Women leaders are increasingly willing to leave their jobs, and research shows that is at least in part due to a search for purpose in their working lives.
More than half of women (53 per cent) surveyed in a Gartner HR Research study from 2021 said the pandemic caused them to question the purpose at the heart of their jobs.
That shows up in multiple ways as women re-examine their careers and working lives. A 2022 report from McKinsey & Company and LeanIn.org found that a record-high number of female executives in both Canada and the U.S. left their jobs in 2021 (10.5 per cent), citing issues such as lack of advancement prospects and lack of flexibility. In addition, 29 per cent of women considered reducing their hours or leaving the workforce.
Shelagh Paul, senior vice-president, global communications at OMERS, says the pension plan offers purposeful careers, where work and meaning are intertwined.
“Honestly, it’s one of the best parts about working at OMERS,” says Ms. Paul. “Being purpose-led attracts a certain type of person, and those certain types of people attract more of those types of people. Purpose is the thread that connects all of us at OMERS, it is the backbone of our great culture here and was thriving even before the pandemic triggered this crisis for women in the workforce.”
Building on the ‘pension promise’
Research has shown that having a strong purpose can be good for business. For example, a 2022 analysis of over 400 companies by Benevity underscored the link between purpose and employee retention: Companies saw a 52 per cent lower turnover among newer employees who participated in corporate purpose programs.
Moreover, a 2020 study published in the Harvard Law School Forum on Corporate Governance found that companies that scored high on corporate purpose metrics outperformed their low-scoring counterparts in financial performance, market valuation and shareholder value creation.
“At OMERS, we attract amazing people who are united by a strong commitment to delivering on our mission – providing security in retirement for more than half a million members across Ontario,” says Ms. Paul.
Liz Murphy, OMERS global head of tax and senior vice-president, Oxford Finance, agrees, pointing to a phrase that is ubiquitous at the organization: the “pension promise.”
“There is a focus on why we are coming to work every day, and who we are benefitting,” says Ms. Murphy. “It’s not often you work at a place where you see the direct impact of what you’re doing, and that’s what we focus on.” Indeed, OMERS supports one in every 64 jobs in Ontario.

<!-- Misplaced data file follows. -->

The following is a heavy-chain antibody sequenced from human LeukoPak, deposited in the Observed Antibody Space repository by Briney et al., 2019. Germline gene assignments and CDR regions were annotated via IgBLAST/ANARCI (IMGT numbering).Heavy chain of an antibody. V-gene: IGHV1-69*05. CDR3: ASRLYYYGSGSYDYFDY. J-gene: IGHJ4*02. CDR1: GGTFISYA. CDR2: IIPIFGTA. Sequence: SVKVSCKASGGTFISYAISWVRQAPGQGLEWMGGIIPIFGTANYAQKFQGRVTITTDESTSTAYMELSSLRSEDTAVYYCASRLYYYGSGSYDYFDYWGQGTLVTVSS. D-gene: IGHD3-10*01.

“In addition to the built-in purpose that comes from working for our members, we have real opportunities through our investments to build economic strength and a sustainable future into the communities where we live and work around the globe,” Ms. Paul adds. “This makes us a pretty special employment destination within the financial services sector, and it is meaningful to our employees – in our 2023 employee experience survey, 94 per cent of employees told us they were proud to work at OMERS and Oxford.”
OMERS has also found a way to take the concept of purpose even further, encouraging a deep sense of connectivity for employees that goes beyond their day-to-day responsibilities.
Through Purpose@Work, a global program launched by OMERS in October 2020, the enterprise is working on active ways to engage employees in broader areas of purpose with the overall goal of creating an even better place to work and a stronger connection to the broader community.
Purpose@Work has seven areas of focus: environmental impact, inclusion and diversity, wellness, growth and development, plan advocacy, global citizenship and community giving. It is powered by a committee of business experts and a group of “champions” from offices around the world who volunteer their time to support leadership and inform and galvanize their peers to support and participate in Purpose@Work initiatives.
“There are so many different ways to engage, and [as a result] we have had quite a high level of participation from our global employee population,” says Ms. Paul.
Promoting kindness and sparking change
One key part of Purpose@Work is a global volunteer program, which mobilizes employees to give back through organized volunteering or other opportunities that are meaningful to them, including a “One Good Thing” campaign that encourages big and small acts of kindness.